A boiler system is a heating unit that utilises the heating ability of boilers. The boiler is a sealed container that heats the water running through it until it turns into steam and then forces the steam throughout your home's heating system. As the steams cools, it turns back into water and settles into the boiler system and the individual heating radiators in each room. Air can get trapped in these components, and bleeding can correct inadequate performance of the unit.
Turn off the boiler power and wait for the system to cool down.
Connect a length of garden hose to the threaded spigot on the return line of the boiler system and make sure the water supply is connected and running. Put a bucket at the end of the hose to catch the water.
Turn off all of the zone valves from the boiler system set-up and open all of the valves located on each radiator. Open one of the closed zones in order to bleed it first.
Slowly move the feeding valve where the water enters the system and at the same time release the handle of the spigot where the hose is attached. Turn the valve slightly anytime you see the water pressure rise any higher than 25 on the gauge.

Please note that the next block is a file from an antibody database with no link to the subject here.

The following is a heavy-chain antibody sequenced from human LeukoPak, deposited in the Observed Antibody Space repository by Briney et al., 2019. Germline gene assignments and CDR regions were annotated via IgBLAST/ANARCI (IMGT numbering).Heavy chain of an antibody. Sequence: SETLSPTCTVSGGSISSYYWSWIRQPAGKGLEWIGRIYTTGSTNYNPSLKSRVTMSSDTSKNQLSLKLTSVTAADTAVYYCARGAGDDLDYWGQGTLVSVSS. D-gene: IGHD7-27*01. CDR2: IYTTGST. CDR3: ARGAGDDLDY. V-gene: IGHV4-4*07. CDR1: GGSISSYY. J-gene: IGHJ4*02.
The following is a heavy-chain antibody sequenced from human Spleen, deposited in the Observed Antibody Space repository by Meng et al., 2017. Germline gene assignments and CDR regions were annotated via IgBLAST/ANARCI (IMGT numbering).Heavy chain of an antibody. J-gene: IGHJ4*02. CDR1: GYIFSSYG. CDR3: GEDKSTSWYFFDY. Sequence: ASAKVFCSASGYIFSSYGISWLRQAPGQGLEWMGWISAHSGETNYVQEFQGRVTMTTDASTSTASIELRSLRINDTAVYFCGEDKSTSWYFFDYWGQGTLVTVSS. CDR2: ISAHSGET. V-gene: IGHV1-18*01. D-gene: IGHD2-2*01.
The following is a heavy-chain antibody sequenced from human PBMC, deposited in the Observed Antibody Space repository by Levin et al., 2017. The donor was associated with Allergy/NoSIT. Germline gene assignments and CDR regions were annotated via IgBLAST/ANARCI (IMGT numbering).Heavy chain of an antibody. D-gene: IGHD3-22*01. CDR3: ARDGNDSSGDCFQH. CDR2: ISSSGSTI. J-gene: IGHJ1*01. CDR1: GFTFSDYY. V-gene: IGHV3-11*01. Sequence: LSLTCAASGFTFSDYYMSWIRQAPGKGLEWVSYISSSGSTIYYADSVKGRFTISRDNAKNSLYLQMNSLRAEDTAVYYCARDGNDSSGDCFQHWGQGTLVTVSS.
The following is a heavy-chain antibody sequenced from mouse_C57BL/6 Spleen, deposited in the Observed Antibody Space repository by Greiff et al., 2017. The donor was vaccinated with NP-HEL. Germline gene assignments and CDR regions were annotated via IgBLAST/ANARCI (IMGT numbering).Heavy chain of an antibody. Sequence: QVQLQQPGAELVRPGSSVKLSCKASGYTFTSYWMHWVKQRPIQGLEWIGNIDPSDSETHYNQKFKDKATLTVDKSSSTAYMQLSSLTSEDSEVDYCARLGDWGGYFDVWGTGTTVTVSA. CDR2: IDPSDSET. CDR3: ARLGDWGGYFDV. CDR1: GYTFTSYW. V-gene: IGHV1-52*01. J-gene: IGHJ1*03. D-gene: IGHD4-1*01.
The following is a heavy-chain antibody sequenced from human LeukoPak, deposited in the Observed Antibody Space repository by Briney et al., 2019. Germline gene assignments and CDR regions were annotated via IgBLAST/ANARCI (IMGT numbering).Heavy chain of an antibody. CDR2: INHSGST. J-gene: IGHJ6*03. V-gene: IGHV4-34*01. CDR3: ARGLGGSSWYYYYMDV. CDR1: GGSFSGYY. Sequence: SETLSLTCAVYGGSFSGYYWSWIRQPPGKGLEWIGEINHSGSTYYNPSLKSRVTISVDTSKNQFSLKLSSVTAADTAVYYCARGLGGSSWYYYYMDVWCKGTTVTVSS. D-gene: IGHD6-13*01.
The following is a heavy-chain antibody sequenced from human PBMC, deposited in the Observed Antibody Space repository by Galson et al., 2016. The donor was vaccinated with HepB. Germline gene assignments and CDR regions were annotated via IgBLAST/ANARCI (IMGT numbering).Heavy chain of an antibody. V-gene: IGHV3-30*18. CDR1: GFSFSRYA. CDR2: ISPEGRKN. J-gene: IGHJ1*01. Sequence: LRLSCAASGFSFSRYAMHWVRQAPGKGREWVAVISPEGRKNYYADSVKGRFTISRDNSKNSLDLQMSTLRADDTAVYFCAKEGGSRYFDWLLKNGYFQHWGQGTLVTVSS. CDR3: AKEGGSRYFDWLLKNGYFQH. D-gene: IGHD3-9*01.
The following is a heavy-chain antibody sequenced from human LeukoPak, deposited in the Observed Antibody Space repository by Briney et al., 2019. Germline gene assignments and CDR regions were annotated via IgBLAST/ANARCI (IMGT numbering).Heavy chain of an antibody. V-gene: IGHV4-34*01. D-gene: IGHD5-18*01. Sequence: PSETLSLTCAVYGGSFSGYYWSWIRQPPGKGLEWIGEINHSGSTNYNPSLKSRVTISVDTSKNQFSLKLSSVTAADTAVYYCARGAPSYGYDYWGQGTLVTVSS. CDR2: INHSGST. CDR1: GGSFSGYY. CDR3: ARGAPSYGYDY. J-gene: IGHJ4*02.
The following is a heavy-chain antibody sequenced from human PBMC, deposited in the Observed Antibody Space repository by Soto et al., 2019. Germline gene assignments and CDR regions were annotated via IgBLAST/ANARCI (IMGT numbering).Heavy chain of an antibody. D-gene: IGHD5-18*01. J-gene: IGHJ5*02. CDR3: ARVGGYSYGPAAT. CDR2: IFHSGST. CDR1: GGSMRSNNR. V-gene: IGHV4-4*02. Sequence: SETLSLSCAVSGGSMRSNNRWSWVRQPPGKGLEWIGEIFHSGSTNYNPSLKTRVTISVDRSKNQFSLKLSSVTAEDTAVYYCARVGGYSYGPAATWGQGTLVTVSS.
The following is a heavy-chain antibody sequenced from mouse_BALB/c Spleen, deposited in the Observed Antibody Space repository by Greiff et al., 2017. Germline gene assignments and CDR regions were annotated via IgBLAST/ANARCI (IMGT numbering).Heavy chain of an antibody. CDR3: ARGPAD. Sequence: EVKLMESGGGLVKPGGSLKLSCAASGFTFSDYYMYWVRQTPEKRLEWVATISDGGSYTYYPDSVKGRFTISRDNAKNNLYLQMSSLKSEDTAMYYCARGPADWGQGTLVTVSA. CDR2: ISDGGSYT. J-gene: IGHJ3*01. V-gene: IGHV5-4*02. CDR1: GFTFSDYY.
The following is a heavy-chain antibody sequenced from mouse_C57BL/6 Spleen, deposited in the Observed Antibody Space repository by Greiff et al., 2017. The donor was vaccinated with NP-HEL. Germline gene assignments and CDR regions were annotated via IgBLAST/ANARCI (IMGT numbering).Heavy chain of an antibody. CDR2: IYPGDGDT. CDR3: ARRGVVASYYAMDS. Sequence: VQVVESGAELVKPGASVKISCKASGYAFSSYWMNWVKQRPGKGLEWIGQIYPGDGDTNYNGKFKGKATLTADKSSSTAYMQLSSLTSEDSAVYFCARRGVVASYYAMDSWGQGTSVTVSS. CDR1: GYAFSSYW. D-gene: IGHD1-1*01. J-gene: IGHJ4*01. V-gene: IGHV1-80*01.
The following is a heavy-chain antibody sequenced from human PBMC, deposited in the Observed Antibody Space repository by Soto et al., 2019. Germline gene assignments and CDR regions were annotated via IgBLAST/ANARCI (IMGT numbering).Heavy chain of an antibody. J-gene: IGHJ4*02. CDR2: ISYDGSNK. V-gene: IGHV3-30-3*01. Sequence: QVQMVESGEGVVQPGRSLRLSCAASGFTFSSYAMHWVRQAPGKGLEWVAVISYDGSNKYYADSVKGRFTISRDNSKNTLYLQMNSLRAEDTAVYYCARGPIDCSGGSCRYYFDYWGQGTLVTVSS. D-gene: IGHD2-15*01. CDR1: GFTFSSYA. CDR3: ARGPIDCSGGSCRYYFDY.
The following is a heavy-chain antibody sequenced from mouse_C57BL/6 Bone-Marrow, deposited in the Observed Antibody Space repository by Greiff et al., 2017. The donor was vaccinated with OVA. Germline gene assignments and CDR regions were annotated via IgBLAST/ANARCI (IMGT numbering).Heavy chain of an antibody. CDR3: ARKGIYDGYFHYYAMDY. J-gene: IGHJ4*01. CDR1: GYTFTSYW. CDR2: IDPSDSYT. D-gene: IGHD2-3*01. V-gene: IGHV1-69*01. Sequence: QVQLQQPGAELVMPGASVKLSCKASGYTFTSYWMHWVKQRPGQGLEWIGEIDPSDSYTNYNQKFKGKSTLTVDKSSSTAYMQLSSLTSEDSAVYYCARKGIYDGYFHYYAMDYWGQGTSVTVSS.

Turn off the spigot as soon as no more bubbles are coming through the water from the hose. Close the zone valve you just bled and open the next and bleed all of the zones in the same way.
Disconnect the hose and move to each radiator. Locate the small outlet along the top of the radiator on the front or sides.
Insert the radiator key into the outlet and turn counterclockwise to release any remaining air in the unit. Hold a towel under the key to catch any drips of water that escape.
Turn the key clockwise to tighten the outlet once you see a few drips of water. Turn the boiler system back on.
You can have a plumber install a self-bleeding system into your boiler to check constantly if there is any built-up air.
Do not touch the water coming out of the hose as it might be dangerously hot.